Northamptonshire Police, Fire and Crime Commissioner Stephen Mold bid for and was awarded £432,000 to fund a new crime fighting project on the Hemmingwell estate in Wellingborough.
This new project will get underway later this summer and will see the Commissioner’s office working with the local housing provider Greatwell Homes, to increase security on the estate through practical measures such as enhanced CCTV and new front doors to make properties less vulnerable.
These are measures that are proven to cut crime. PFCC Stephen Mold has said that he will add additional funding from his budget, as well as funding from partners North Northamptonshire Council and Greatwell Homes, to ensure that further enhancements to community safety on the Hemmingwell estate can be carried out.
Northamptonshire Police, Fire and Crime Commissioner Stephen Mold said: “I am thrilled that we have been successful, yet again, in securing additional funding. I know that these crime fighting measures have a lasting impact on people’s lives. I can’t wait to get started on the Hemmingwell estate.”
Partnership brings increased security to Northampton residents
The Police, Fire and Crime Commissioner, Stephen Mold has invested £350,000 in protecting homes in vulnerable areas of Northampton in a joint initiative with Northampton Partnership Homes (NPH), as part of the Government’s Safer Streets initiative.
Residents of the Bouverie, Exeter and Portland Estates have benefited from a number of practical security measures that will make it harder for criminals to target properties in these areas.
More than 2,000 free security packs, containing crime prevention and fire safety information along with several useful products, have been distributed in the areas. A further 530 enhanced security packs containing more than £100 of free security products were given to the most vulnerable residents.
In addition, 250 properties have received new police approved secured by design front doors to deter burglars from entering homes and 50 cycle store cupboards have also been replaced in the Bouverie area.
Police, Fire and Crime Commissioner, Stephen Mold, said: “We are taking proactive measures to deter acquisitive crime in the most vulnerable areas. Burglary and theft can be incredibly distressing for the victims and leave a sense of vulnerability in what should be a safe place.”
Mike Kay, Chief Executive of Northampton Partnership Homes, said: “This funding has enabled us to tackle some of the issues that affect residents most.
“We have a great working relationship with The Police, Fire and Crime Commissioner and the success of this project demonstrates how much can be achieved in the community by developing strong local partnerships.”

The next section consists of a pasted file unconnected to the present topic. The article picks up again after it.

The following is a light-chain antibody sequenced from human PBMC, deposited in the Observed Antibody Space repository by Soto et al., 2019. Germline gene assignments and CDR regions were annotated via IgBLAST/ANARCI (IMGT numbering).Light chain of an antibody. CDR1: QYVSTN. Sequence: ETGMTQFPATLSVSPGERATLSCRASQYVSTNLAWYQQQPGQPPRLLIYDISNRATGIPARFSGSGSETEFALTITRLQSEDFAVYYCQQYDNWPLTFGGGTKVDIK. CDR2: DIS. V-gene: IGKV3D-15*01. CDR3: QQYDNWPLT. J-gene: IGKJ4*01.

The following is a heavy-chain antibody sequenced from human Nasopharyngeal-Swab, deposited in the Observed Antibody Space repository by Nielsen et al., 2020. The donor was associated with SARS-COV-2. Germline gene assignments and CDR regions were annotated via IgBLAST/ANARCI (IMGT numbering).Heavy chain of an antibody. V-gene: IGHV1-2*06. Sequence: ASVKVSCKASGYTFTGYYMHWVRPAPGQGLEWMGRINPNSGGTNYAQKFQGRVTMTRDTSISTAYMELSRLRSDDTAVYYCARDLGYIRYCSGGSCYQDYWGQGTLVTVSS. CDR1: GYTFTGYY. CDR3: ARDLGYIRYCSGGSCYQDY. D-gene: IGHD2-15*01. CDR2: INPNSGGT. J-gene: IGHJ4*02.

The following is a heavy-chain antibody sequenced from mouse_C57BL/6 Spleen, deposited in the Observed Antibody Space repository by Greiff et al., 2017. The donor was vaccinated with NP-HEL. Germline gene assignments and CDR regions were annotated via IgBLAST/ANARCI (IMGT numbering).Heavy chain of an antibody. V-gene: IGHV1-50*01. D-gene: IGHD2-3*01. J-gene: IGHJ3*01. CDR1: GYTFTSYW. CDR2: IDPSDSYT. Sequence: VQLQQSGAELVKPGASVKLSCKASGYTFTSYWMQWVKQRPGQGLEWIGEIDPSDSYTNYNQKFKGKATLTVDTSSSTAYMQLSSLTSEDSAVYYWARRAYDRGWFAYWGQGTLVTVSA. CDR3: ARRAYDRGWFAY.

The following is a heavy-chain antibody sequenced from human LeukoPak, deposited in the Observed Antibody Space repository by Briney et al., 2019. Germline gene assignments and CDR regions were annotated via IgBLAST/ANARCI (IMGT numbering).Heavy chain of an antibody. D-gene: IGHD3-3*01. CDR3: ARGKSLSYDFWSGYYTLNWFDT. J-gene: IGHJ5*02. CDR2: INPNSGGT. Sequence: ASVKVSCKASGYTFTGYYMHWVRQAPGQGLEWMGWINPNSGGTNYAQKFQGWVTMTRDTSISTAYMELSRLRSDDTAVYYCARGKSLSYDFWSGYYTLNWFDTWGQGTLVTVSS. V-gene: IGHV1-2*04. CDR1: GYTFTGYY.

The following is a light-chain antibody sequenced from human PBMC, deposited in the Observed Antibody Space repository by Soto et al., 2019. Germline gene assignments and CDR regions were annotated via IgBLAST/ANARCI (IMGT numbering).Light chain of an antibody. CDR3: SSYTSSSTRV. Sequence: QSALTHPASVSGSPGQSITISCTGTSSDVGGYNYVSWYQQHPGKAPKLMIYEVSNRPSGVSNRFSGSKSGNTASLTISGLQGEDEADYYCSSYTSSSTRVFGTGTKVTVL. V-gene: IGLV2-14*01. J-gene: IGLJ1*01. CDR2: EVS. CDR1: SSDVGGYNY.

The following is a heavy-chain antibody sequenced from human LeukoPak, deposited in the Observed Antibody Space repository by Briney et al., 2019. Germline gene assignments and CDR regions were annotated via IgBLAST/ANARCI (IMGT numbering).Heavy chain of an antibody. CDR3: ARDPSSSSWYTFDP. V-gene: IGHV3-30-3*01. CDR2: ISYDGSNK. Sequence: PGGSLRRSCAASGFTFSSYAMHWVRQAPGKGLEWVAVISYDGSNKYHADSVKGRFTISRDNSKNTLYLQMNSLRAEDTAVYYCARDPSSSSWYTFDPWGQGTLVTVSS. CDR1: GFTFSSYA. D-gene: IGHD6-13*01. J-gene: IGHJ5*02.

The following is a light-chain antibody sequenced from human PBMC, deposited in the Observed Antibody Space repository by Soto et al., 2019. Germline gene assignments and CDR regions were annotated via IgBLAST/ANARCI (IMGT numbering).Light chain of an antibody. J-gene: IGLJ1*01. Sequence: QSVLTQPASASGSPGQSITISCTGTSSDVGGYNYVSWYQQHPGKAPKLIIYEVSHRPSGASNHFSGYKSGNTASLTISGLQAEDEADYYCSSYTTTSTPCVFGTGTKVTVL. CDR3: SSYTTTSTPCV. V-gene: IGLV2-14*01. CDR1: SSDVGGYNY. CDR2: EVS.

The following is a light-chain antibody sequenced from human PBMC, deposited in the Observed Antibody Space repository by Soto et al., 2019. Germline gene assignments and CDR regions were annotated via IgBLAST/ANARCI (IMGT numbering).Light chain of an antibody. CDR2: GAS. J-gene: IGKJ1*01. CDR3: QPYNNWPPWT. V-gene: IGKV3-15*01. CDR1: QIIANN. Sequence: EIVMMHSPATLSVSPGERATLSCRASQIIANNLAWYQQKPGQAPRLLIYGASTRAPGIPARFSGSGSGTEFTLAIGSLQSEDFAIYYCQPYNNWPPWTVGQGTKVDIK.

PFCC welcomes new recruits to the fire service
Ten transferees have been welcomed to the Northamptonshire Fire & Rescue family by Police, Fire and Crime Commissioner Stephen Mold and Chief Fire Officer Darren Dovey. The transferees were funded by the PFCC and were in addition to 20 recruits that were needed earlier this year to replace outgoing staff.
The ten firefighters will now be working out of Daventry and Rushden fire stations, having recently completed their intensive training at the fire training centre in Chelveston.
Of the ten starters, three had served as on-call firefighters in Northamptonshire but wanted to make the role full-time – while seven have moved from other services in the country. The move also offers an alternative job path for many of them, with previous careers of the new intake including spells working in logistics, the food industry and the Royal Air Force.
Laurence Jennings, 36, started as a wholetime firefighter at Rushden after previously being on-call in Oxfordshire. He said: “I have a background in corporate business and then I joined on-call and it helped me to realise that my aspiration was to do something different to the laptop and deskbound job. I absolutely loved being on-call and I decided to pursue it full-time.”
And Josh Gamble, 23, is joining Daventry Fire Station after a temporary spell as a wholetime firefighter in Staffordshire. He added: “I’ve wanted to be a firefighter for my whole life. When the opportunity arose, it was clear that Northamptonshire was a rapidly growing organisation that’s only going one way.”
Stephen said: “It’s really exciting to welcome ten new recruits to Northamptonshire Fire & Rescue Service. We made a commitment to the people of Northamptonshire that we would make them even safer. It’s really pleasing to hear these new recruits say they joined us because the fire service is on the move and is a good place to come and work.”
For Chief Fire Officer Darren Dovey, the new intake represents an important boost to the resources that will be available to help keep the Northamptonshire community safe.
He said: “We’re delighted to welcome these new transferees. Some have come from on-call service into wholetime and some have come from other brigades – which is good for us because it shows we can attract new and talented people into the organisation.
“They will help Northamptonshire Fire and Rescue Service enhance both our response operations but also to help us deliver more prevention across the whole of the county in order for us to keep everyone as safe as we possibly can.”
Emergency throw lines installed for people struggling in water
Northamptonshire Police, Fire and Crime Commissioner, Stephen Mold, has funded five emergency throw lines to make our waterways safer, thanks to an initiative by Northamptonshire Fire and Rescue Service Protection Team.
The emergency throw lines have been installed in some of the county’s nature hotspots and in prominent locations on the Grand Union Canal near Blisworth Tunnel in Stoke Bruerne and by the reservoirs in Welford, Sulby, Naseby and Boddington. The throw lines are attached to large boards which give instructions on how to use them effectively.
Stephen Mold said: “There are some beautiful reservoirs in our county, and we want to ensure that our residents can enjoy them while they are out and about. This was a really great initiative and I was more than happy to make the funds available so that it could happen.”
Adrian Lole, area operations manager for the Canal & River Trust, added: “Our waterways are beautiful at this time of year and will provide an important escape for people as the weather improves and coronavirus restrictions are eased. The new throw lines are a valuable addition at some of our most popular sites.”